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Celebrating National Moth Night at the Bohart Museum of Entomology

This was the scene at the blacklighting display Saturday night, July 22 at the Bohart Museum of Entomology. Greg Kareofelas (far right) had just set up the display. (Photo by Kathy Keatley Garvey)

The first moth to arrive was the alfalfa looper moth, Trichopusia ni. But the most striking: the grape leaffolder, Desmia funeralis. More than...

UC scientist gives orchards a whole new color scheme

For centuries, farmers have used all the colors of the rainbow to assess their orchards: The bright pink of blossoms in springtime, the vibrant green of heathy leaves, the red blush on fruit ready to harvest.

However, there are wavelengths beyond what a typical human eye can see that also provide valuable information about the crop – including tree vigor, plant stress, water use and fertilizer needs.

UC Cooperative Extension agricultural engineering advisor Ali Pourreza is peering into these previously invisible colorations to create a virtual orchard that will quickly, easily and inexpensively allow farmers and scientists to manage orchards for optimum production.

To develop his first virtual orchards, Pourreza launched a camera-equipped drone over an orchard at the UC Kearney Agricultural Research and Extension Center in Parlier. As the drone flies over the trees, it snaps thousands of photos and, using photogrammetry and software that stiches the images together, makes a three-dimensional point cloud model of the orchard.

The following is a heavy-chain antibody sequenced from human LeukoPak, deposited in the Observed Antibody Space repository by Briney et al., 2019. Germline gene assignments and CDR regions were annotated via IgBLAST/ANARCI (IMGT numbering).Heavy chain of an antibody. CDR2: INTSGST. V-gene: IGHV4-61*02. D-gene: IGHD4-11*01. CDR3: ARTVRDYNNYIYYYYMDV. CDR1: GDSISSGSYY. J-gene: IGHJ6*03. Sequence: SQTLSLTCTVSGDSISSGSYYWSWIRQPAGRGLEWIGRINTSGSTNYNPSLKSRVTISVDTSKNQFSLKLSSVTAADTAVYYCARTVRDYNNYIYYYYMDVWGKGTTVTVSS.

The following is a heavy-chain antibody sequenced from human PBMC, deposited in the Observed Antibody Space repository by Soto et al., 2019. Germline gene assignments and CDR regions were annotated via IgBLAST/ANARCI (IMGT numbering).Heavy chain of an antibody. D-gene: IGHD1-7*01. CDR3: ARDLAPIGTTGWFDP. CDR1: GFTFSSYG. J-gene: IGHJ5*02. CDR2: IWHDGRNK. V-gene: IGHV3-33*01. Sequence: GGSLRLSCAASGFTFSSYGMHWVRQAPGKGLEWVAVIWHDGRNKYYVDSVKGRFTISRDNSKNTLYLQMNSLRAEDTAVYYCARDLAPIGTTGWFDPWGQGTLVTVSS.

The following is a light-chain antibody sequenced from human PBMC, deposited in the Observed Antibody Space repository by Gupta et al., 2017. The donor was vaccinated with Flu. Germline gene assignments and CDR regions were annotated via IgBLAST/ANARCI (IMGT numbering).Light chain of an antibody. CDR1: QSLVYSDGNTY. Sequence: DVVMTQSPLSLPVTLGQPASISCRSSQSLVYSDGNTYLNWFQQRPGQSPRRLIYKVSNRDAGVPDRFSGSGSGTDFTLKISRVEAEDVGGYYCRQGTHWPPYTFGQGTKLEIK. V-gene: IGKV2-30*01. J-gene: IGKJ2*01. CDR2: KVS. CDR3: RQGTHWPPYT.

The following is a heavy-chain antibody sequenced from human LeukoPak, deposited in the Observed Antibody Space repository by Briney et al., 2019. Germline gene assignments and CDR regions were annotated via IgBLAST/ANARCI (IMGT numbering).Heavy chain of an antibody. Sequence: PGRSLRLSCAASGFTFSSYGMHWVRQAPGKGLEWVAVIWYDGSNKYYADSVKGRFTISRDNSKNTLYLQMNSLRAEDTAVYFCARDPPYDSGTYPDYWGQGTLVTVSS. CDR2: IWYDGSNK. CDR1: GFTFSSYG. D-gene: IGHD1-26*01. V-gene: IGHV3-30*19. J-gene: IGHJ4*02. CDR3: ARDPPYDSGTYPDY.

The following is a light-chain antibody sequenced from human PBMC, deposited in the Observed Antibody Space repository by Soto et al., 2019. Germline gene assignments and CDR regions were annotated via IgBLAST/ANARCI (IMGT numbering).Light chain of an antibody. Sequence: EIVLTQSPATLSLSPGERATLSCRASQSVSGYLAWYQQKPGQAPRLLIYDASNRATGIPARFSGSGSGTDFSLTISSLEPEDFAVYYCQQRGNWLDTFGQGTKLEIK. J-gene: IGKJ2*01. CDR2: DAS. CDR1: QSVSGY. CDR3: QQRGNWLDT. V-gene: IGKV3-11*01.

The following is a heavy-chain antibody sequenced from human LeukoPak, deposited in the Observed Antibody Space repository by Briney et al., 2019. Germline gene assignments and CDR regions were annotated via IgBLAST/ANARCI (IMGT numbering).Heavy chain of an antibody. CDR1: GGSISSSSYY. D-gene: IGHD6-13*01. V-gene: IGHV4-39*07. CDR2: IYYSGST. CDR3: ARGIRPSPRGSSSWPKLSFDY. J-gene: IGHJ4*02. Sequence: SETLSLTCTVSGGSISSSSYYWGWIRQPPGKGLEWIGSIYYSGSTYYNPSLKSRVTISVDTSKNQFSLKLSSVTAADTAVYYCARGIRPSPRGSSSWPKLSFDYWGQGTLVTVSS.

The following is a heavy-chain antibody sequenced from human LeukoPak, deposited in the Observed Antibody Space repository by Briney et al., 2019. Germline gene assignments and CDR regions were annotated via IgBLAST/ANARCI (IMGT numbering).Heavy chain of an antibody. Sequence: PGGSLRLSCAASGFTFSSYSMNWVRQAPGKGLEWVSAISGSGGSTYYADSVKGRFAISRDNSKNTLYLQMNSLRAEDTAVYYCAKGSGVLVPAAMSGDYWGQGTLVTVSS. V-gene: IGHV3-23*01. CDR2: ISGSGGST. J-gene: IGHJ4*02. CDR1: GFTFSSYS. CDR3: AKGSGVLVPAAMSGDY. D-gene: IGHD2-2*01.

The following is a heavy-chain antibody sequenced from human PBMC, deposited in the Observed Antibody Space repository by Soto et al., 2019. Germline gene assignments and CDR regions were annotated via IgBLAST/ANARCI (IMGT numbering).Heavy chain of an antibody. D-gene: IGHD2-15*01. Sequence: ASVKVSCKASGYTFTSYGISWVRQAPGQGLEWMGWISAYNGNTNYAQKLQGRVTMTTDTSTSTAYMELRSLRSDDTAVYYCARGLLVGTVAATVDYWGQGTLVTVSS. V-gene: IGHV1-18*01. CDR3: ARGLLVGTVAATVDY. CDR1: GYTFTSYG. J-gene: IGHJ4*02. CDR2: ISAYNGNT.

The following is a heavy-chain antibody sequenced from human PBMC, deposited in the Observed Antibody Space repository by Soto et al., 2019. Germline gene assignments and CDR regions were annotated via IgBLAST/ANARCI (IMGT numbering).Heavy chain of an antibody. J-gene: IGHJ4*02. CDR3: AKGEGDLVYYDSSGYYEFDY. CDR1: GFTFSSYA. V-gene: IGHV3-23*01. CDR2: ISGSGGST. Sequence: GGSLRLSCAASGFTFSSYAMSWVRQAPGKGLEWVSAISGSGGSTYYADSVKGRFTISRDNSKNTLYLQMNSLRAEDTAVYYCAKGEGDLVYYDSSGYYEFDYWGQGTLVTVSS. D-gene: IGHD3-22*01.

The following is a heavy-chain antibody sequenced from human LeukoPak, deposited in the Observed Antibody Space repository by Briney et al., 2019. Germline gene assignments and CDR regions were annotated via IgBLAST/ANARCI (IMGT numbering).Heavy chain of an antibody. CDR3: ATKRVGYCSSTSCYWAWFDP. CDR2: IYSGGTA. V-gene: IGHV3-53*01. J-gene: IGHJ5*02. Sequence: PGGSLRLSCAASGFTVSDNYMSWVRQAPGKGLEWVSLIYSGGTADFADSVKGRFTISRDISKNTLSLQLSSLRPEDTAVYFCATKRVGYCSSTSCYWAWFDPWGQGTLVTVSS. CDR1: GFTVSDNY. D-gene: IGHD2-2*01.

A computer program can make colors that are invisible to the human eye – such as near infrared, red edge and ultraviolet – into imagery that illuminates key crop health indicators. Near infrared indicates the amount of healthy foliage, plant vigor and crop type. If the trees have low near infrared values, it means the plants are under stress. Red edge indicates plant stress and nitrogen content. High red edge values indicate nitrogen stress and low water content in plant tissues.

UCCE ag engineer Ali Pourreza views the virtual orchard on his computer.

Patrick Brown, a pomology professor at UC Davis, is planning to use the virtual orchard to map nitrogen use in citrus.

“We are currently working on developing models to help growers determine their fertilization demands and have been contrasting the results from real orchards with the virtual orchard,” Brown said. “We have already utilized the approach to contrast the estimates of tree growth and yield with whole tree excavations and harvests to help validate the virtual approach and provide a more accurate estimate of tree nitrogen demand.”